The French edition of the world's leading fashion magazine is celebrating its 100th anniversary. A show at the Palais Galliera in Paris looks back at a century of elegance and innovation.
David Sims, Kate Moss en boléro Gucci (Kate Moss in a Gucci Bolero, directed by Joe McKenna, Vogue Paris cover, March 2004.
© David Sims/Paris Musées, Palais Galliera
The Palais Galliera exhibition includes over 415 illustrations, photographs, films and iconic designer creations—rare documents from Condé Nast’s archives that trace the metamorphosis of a fashion magazine born on June 15, 1920. The American publisher wanted to export the New York title’s concept to Paris, the capital of haute couture. In 1929, newly appointed editor-in-chief Michel de Brunhoff set the elite magazine on the path of modernity, increasingly featuring pictures by trailblazing photographers.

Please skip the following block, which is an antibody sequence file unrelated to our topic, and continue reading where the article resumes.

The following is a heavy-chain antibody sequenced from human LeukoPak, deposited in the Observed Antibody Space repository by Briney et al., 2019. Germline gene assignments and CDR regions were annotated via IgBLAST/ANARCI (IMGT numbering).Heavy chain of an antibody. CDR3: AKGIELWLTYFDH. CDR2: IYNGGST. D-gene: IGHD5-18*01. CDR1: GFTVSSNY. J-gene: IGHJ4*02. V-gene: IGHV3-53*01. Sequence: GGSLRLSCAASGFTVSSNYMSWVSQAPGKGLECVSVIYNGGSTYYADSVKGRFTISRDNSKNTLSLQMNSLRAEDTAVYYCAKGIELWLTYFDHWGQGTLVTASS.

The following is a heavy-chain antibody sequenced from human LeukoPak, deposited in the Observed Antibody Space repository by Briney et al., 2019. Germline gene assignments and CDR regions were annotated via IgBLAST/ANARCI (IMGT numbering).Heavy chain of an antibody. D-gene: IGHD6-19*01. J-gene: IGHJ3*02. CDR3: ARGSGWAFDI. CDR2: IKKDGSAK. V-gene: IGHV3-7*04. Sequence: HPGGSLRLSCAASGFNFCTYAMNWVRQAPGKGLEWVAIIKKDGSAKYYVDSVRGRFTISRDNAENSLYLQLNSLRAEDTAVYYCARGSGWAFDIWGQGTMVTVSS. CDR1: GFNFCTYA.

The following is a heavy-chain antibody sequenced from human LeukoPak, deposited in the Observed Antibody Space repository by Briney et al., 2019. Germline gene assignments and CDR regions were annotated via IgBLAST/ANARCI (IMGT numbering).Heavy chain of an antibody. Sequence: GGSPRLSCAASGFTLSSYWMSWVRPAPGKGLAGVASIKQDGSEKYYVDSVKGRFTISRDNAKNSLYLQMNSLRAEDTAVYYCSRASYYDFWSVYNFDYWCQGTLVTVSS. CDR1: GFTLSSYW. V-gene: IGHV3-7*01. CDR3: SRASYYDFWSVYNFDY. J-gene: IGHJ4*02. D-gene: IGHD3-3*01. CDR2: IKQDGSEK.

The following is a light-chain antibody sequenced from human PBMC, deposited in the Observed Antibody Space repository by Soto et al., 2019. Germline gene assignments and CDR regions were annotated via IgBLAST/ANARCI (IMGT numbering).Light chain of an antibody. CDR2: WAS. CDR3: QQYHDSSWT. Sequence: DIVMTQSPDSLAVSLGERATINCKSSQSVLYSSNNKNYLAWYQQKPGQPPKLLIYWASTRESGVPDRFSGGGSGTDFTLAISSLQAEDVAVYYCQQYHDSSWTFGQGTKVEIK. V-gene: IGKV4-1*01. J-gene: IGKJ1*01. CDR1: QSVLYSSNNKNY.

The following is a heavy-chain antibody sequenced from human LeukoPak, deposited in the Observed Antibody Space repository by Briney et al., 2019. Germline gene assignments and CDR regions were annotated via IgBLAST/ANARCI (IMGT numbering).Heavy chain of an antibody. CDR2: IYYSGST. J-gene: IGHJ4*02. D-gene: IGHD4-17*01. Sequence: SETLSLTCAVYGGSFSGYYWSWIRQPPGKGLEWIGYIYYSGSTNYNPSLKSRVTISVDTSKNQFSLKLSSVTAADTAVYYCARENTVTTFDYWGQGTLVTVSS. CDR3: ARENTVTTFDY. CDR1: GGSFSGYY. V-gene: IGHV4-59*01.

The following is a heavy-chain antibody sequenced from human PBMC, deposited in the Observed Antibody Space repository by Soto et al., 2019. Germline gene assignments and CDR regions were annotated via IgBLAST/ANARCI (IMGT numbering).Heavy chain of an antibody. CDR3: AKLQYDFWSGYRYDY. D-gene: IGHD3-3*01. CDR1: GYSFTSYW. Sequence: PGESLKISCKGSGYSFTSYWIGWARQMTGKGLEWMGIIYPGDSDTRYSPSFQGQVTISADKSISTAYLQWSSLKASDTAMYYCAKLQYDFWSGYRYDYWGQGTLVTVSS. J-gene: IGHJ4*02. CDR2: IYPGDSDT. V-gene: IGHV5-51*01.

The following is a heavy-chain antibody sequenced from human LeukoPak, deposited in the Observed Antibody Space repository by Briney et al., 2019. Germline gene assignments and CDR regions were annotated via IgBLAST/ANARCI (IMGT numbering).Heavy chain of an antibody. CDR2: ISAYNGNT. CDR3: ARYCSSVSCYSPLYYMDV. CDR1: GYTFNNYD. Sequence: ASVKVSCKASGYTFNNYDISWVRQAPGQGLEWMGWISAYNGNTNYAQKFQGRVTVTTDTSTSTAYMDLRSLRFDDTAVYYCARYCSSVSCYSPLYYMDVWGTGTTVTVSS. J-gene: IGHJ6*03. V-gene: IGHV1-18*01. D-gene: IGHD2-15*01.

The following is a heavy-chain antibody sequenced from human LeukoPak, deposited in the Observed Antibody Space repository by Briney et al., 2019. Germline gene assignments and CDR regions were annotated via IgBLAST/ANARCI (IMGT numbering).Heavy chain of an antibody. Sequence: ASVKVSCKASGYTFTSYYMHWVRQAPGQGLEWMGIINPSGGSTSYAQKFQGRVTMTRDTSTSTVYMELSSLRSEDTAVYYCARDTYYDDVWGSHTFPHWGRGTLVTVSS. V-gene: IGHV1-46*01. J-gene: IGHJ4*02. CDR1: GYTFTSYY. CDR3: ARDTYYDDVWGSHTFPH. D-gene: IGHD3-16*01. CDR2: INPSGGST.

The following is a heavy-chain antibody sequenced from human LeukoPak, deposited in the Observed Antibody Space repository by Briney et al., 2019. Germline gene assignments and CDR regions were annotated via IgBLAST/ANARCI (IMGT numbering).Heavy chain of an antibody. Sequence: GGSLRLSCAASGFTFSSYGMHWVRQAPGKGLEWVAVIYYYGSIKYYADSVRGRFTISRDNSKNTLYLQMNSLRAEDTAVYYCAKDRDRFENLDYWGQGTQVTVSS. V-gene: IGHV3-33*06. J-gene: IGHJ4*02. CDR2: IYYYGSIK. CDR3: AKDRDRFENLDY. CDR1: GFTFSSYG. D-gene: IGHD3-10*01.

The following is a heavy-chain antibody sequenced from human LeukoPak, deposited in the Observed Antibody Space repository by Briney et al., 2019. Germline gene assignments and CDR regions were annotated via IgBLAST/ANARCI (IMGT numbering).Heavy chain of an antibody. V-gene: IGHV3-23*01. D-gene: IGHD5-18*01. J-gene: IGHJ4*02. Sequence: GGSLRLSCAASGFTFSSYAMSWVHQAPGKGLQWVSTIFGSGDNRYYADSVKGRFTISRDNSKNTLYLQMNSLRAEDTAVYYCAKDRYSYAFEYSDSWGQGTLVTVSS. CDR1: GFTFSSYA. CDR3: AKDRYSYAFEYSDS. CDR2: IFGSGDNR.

The eye-opening exhibition, especially an impressive rotunda papered with 1,007 magazine covers, helps visitors understand how photography became part of Vogue’s DNA, from George Hoyningen-Huene’s highly posed studio sessions in the 1930s to Robert Doisneau and Henry Clarke’s post-Liberation photographs of Christian Dior’s New Look on the streets of working-class Paris.
The Vogue spirit overturned the conventions of luxury, as seen in Guy Bourdin and Helmut Newton’s subversive images from 1968-1986, a veritable golden age of photography, or, more recently, Mario Sorrenti’s iconoclastic shots.
The exhibition celebrates artistic choices by outstanding editors-in-chief, from Edmonde Charles-Roux, who was sensitive to socio-cultural issues as early as 1954, to Carine Roitfeld, the leading trendsetter from 2000 to 2010. Four focused sections pay tribute to Vogue’s most loyal collaborators, Yves Saint Laurent and Karl Lagerfeld, who invented an idea of the modern woman, and the muses who often embodied it: actress Catherine Deneuve and top model Kate Moss.